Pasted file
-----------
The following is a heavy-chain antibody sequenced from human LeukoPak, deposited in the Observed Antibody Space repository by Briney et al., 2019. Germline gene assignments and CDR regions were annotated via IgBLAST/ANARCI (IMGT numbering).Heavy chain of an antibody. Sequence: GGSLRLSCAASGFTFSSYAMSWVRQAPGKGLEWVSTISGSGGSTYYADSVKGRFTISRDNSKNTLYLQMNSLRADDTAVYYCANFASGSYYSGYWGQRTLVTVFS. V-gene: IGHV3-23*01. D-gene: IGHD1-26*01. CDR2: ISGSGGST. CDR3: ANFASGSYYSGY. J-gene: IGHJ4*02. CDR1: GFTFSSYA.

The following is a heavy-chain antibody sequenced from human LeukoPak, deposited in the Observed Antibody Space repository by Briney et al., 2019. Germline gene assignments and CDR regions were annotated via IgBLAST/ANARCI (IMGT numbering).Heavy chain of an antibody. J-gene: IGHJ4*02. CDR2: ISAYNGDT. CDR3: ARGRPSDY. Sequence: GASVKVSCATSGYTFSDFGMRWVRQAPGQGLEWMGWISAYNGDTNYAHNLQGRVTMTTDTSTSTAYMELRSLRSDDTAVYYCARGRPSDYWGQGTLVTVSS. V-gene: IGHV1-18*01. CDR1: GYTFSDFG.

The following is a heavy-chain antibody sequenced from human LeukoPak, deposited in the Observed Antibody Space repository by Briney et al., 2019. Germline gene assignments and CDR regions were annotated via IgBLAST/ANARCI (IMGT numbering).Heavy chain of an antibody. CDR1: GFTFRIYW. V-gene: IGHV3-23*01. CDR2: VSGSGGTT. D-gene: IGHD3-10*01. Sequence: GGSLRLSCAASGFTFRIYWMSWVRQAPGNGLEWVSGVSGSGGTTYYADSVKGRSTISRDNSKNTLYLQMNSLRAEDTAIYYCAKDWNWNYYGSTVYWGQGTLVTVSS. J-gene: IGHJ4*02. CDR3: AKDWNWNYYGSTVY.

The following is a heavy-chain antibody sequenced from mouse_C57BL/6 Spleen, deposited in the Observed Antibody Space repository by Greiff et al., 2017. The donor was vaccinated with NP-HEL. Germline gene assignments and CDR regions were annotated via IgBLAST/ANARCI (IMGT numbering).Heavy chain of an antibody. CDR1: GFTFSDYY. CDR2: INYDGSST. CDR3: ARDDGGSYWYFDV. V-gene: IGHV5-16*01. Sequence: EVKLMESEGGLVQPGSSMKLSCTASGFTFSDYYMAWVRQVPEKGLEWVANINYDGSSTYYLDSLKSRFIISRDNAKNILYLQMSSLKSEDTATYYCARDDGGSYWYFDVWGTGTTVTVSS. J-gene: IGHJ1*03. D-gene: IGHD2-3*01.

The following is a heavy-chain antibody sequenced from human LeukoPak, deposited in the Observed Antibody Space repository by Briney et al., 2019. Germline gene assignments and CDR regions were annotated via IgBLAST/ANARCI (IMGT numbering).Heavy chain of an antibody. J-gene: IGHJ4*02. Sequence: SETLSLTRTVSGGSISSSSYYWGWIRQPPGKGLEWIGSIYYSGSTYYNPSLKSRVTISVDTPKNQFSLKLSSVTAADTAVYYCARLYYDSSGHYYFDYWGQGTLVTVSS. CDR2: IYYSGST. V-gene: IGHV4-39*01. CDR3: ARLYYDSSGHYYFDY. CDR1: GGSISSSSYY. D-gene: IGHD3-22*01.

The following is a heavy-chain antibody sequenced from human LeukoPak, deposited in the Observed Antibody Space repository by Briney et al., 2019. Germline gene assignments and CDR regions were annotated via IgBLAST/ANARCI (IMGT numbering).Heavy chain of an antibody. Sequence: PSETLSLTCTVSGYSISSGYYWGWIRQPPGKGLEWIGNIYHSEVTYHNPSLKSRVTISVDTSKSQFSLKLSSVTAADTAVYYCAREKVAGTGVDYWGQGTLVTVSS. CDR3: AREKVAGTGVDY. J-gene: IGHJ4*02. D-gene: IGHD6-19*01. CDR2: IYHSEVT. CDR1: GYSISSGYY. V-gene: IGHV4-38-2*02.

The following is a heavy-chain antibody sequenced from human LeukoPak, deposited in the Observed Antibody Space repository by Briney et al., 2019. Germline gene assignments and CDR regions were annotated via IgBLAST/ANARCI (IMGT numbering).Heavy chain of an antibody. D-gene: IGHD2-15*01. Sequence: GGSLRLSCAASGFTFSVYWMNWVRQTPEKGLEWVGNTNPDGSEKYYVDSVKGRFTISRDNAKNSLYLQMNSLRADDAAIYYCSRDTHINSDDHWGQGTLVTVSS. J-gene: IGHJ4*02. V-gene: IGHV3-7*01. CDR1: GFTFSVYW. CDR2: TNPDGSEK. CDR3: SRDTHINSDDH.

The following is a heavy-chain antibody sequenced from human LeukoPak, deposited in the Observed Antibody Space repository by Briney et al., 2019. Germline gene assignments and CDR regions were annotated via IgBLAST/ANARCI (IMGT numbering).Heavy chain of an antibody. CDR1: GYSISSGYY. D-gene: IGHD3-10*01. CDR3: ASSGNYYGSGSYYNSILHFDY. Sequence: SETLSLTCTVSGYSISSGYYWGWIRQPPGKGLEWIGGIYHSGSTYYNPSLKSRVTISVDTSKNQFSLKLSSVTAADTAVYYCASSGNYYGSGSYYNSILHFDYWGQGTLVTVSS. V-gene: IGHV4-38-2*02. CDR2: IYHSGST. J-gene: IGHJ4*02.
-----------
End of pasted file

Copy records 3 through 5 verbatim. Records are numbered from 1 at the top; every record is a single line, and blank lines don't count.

The following is a heavy-chain antibody sequenced from human LeukoPak, deposited in the Observed Antibody Space repository by Briney et al., 2019. Germline gene assignments and CDR regions were annotated via IgBLAST/ANARCI (IMGT numbering).Heavy chain of an antibody. CDR1: GFTFRIYW. V-gene: IGHV3-23*01. CDR2: VSGSGGTT. D-gene: IGHD3-10*01. Sequence: GGSLRLSCAASGFTFRIYWMSWVRQAPGNGLEWVSGVSGSGGTTYYADSVKGRSTISRDNSKNTLYLQMNSLRAEDTAIYYCAKDWNWNYYGSTVYWGQGTLVTVSS. J-gene: IGHJ4*02. CDR3: AKDWNWNYYGSTVY.

The following is a heavy-chain antibody sequenced from mouse_C57BL/6 Spleen, deposited in the Observed Antibody Space repository by Greiff et al., 2017. The donor was vaccinated with NP-HEL. Germline gene assignments and CDR regions were annotated via IgBLAST/ANARCI (IMGT numbering).Heavy chain of an antibody. CDR1: GFTFSDYY. CDR2: INYDGSST. CDR3: ARDDGGSYWYFDV. V-gene: IGHV5-16*01. Sequence: EVKLMESEGGLVQPGSSMKLSCTASGFTFSDYYMAWVRQVPEKGLEWVANINYDGSSTYYLDSLKSRFIISRDNAKNILYLQMSSLKSEDTATYYCARDDGGSYWYFDVWGTGTTVTVSS. J-gene: IGHJ1*03. D-gene: IGHD2-3*01.

The following is a heavy-chain antibody sequenced from human LeukoPak, deposited in the Observed Antibody Space repository by Briney et al., 2019. Germline gene assignments and CDR regions were annotated via IgBLAST/ANARCI (IMGT numbering).Heavy chain of an antibody. J-gene: IGHJ4*02. Sequence: SETLSLTRTVSGGSISSSSYYWGWIRQPPGKGLEWIGSIYYSGSTYYNPSLKSRVTISVDTPKNQFSLKLSSVTAADTAVYYCARLYYDSSGHYYFDYWGQGTLVTVSS. CDR2: IYYSGST. V-gene: IGHV4-39*01. CDR3: ARLYYDSSGHYYFDY. CDR1: GGSISSSSYY. D-gene: IGHD3-22*01.